What the UK election earthquake means for the world
- Author: Leroy Wright Jun 20, 2017,
Jun 20, 2017, 14:40
British Prime Minister Theresa May's wager on gaining majority backfired when her Conservatives party emerged the largest but lost majority in a snap election on June 8, 2017. If she is to succeed in delivering the wishes of 52% of the public and take Britain out of the European Union, she must find a way to secure the full support of her party to pass legislation preparing for and enacting the departure.
"The big picture is that political uncertainty could take weeks or months to be resolved and it is likely to weigh on both financial markets (in particular the pound) and the economy", said Paul Hollingsworth, economist at Capital Economics in London.
European Council President Donald Tusk warned there was "no time to lose" in starting the negotiations, with the two-year countdown to Britain s exit from the European bloc already well underway.
Labour had 262, up from 229, and the Scottish National Party 35, a loss of about 20 seats that complicates the party's plans to push for independence.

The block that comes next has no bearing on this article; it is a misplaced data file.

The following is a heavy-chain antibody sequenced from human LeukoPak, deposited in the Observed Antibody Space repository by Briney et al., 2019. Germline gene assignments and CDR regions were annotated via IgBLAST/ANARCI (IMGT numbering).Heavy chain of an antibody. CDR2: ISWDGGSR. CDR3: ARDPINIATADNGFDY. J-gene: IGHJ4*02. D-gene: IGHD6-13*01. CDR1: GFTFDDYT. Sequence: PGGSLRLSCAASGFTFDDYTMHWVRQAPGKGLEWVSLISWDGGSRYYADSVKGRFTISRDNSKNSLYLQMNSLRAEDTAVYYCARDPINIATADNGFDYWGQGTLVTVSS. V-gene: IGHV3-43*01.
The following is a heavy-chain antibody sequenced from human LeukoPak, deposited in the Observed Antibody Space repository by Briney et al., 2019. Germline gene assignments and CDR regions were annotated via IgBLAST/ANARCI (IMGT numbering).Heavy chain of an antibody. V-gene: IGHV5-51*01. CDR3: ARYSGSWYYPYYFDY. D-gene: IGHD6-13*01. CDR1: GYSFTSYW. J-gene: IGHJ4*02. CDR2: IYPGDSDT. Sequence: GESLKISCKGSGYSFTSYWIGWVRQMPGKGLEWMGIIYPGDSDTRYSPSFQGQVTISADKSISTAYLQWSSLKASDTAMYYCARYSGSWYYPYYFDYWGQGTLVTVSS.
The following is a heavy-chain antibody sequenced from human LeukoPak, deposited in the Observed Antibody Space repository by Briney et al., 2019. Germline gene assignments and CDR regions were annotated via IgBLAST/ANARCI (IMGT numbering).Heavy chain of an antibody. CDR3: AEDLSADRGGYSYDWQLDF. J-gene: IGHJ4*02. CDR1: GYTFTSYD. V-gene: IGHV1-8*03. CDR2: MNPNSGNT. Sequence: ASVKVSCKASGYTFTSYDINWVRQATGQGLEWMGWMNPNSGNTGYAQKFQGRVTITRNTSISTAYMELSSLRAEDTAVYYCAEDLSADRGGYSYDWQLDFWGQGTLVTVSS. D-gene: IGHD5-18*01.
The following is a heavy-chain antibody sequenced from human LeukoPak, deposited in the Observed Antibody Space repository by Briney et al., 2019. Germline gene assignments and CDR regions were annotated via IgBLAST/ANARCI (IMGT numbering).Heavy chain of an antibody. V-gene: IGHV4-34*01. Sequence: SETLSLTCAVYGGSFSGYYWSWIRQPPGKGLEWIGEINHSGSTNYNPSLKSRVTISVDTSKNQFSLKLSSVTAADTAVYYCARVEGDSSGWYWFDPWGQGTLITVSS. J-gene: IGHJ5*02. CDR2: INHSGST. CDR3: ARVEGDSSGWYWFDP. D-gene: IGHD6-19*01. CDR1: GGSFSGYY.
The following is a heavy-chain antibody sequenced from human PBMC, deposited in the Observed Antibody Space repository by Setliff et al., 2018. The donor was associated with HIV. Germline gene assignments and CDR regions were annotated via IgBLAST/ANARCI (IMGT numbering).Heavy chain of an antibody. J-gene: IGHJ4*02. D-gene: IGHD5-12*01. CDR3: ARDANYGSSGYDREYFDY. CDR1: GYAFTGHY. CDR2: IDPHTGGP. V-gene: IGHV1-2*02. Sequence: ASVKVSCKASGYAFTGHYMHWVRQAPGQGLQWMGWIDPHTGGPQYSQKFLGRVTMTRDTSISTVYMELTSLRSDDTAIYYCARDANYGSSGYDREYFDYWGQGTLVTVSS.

Even with backing from the so-called progressive alliance of SNP, Liberal Democrat and Green Party MPs, Labour would still fall short of an overall majority.
British media attacked May over the election result, questioning whether she will be able to remain in power after an outcome that leaves her reliant on uniting rival factions within her party.
Britain's best-selling Sun newspaper said senior members of her party had vowed to get rid of May, but would wait at least six months because they were anxious that a leadership contest now could propel Labour leader Jeremy Corbyn into power. A stronger majority would have given May more ability to resist "hardline pro-Brexit factions in her party" and would have let her offer better terms to the EU.
However, the Conservative Party were only 287 votes from forming a majority government and could have done so by winning four seats.
'I can still be prime minister. Farron said May "should be ashamed" and should resign "if she has an ounce of self respect...she called this election expecting a coronation, and took each and every one of us for granted in the most cynical way possible...she has put the future of the country at risk with arrogance and vanity".
But her campaign unravelled after a policy U-turn on care for the elderly, while Corbyn's old-school socialist platform and more impassioned campaigning style won wide support.
That the result of the British election has come as a shock to Theresa May is stating the obvious, but what perhaps may not be as obvious is the underlying message it has given to the Tories and its leadership. "It is also important for the prospect of successful Brexit negotiations that we have certainty in the political system", she added in a statement.
Despite campaigning against Brexit, Labour has accepted the result but said it would prioritise maintaining close economic ties with the EU.